Additional

 

 

 

 

Other

 

 

 

 

Total

 

 

Common

 

Paid-In

 

Retained

 

Comprehensive

 

Treasury

 

Stockholders’

 

    

Stock

    

Capital

    

Earnings

    

Income (Loss)

    

Stock

    

Equity

Balance, December 31, 2016

 

$

34,534

 

$

116,653

 

$

129,005

 

$

(8,762)

 

$

(96,220)

 

$

175,210

Net income

 

 

 

 

 

 

 

 

9,573

 

 

 

 

 

 

 

 

9,573

Other comprehensive income, net of tax

 

 

 

 

 

 

 

 

 

 

 

6,383

 

 

 

 

 

6,383

Dividends declared and paid

 

 

 

 

 

 

 

 

(592)

 

 

 

 

 

 

 

 

(592)

Vesting of restricted stock

 

 

92

 

 

(92)

 

 

 

 

 

 

 

 

 

 

 

 -

Stock based compensation

 

 

 

 

 

625

 

 

 

 

 

 

 

 

 

 

 

625

Purchase of treasury stock

 

 

 

 

 

 

 

 

 

 

 

 

 

 

(236)

 

 

(236)

Balance, June 30, 2017

 

$

34,626

 

$

117,186

 

$

137,986

 

$

(2,379)

 

$

(96,456)

 

$

190,963

 

 

 

 

 

 

 

 

 

 

 

 

 

 

 

 

 

 

 

Balance, December 31, 2017

 

$

34,626

 

$

117,742

 

$

142,959

 

$

1,479

 

$

(96,456)

 

$

200,350

Net income

 

 

 

 

 

 

 

 

15,750

 

 

 

 

 

 

 

 

15,750

Other comprehensive loss, net of tax

 

 

 

 

 

 

 

 

 

 

 

(6,285)

 

 

 

 

 

(6,285)

Dividends declared and paid

 

 

 

 

 

 

 

 

(594)

 

 

 

 

 

 

 

 

(594)

Vesting of restricted stock

 

 

91

 

 

(758)

 

 

 

 

 

 

 

 

667

 

 

 -

Reclassification of stranded tax effects

 

 

 

 

 

 

 

 

(319)

 

 

319

 

 

 

 

 

 -

Stock based compensation

 

 

 

 

 

1,098

 

 

 

 

 

 

 

 

 

 

 

1,098

Purchase of treasury stock

 

 

 

 

 

 

 

 

 

 

 

 

 

 

(505)

 

 

(505)

Balance, June 30, 2018

 

$

34,717

 

$

118,082

 

$

157,796

 

$

(4,487)

 

$

(96,294)

 

$

209,814

 

See accompanying notes to consolidated financial statements.

 

 

 

9

 


 

 

Old Second Bancorp, Inc. and Subsidiaries

Notes to Consolidated Financial Statements

(Dollar amounts in thousands, except per share data, unaudited)

 

Note 1 – Summary of Significant Accounting Policies

 

The accounting policies followed in the preparation of the interim consolidated financial statements are consistent with those used in the preparation of the annual financial information.  The interim consolidated financial statements reflect all normal and recurring adjustments that are necessary, in the opinion of management, for a fair statement of results for the interim period presented.  Results for the period ended June 30, 2018, are not necessarily indicative of the results that may be expected for the year ending December 31, 2018.  These interim consolidated financial statements are unaudited and should be read in conjunction with the audited financial statements and notes included in Old Second Bancorp, Inc.’s (the “Company”) annual report on Form 10-K for the year ended December 31, 2017.  Unless otherwise indicated, amounts in the tables contained in the notes to the consolidated financial statements are in thousands.  Certain items in prior periods have been reclassified to conform to the current presentation.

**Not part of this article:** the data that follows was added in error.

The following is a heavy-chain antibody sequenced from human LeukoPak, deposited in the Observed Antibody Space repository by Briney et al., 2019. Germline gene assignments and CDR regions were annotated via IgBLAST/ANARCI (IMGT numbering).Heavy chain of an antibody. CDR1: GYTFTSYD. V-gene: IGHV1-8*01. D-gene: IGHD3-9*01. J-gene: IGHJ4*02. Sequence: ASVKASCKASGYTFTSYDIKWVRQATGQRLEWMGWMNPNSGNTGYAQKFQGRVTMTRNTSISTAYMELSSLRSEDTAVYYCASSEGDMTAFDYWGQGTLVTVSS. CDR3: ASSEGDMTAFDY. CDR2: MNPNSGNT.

The Company’s consolidated financial statements are prepared in accordance with United States generally accepted accounting principles (“GAAP”) and follow general practices within the banking industry.  Application of these principles requires management to make estimates, assumptions, and judgments that affect the amounts reported in the consolidated financial statements and accompanying notes.  These estimates, assumptions, and judgments are based on information available as of the date of the consolidated financial statements.  Future changes in information may affect these estimates, assumptions, and judgments, which, in turn, may affect amounts reported in the consolidated financial statements.

 

Significant accounting policies are presented in Note 1 to the consolidated financial statements included in the Company’s Annual Report on Form 10-K for the year ended December 31, 2017.  These policies, along with the disclosures presented in the other financial statement notes and in this discussion, provide information on how significant assets and liabilities are valued in the consolidated financial statements and how those values are determined.

 

In addition to the significant accounting policies presented in our Form 10-K, as noted above, as a result of our acquisition of Greater Chicago Financial Corp. (“(GCFC”), and its wholly-owned subsidiary, ABC Bank, that closed in the second quarter of 2018, the Company has implemented accounting policies regarding purchased loans.   Loans purchased as a result of a business combination are recorded at estimated fair value on the acquisition date, with no carryover of the related allowance for loan and lease losses recorded by the acquiree at the time of purchase.  These loans are segregated into two classifications upon purchase:

 

1)

purchased non-credit impaired (“non-PCI”) loans, accounted for in accordance with FASB ASC Subtopic 310-20 “Nonrefundable Fees and Costs” (“ASC 310-20”), which have a discount attributable in part to credit quality.   Premiums and discounts created when ASC 310-20 loans are recorded at their fair values at acquisition are amortized over the remaining terms of the loans as an adjustment to the related loan’s yield; and

2)

purchased credit impaired (“PCI”) loans, accounted for under FASB ASC Subtopic 310-30, “Loans and Debt Securities Acquired with Deteriorated Credit Quality” (“ASC 310-30”) as they display signs of credit deterioration.  Interest income, through accretion of the difference between the carrying value of the loans and the expected cash flows, is recognized on the acquired loans accounted for under ASC 310-30.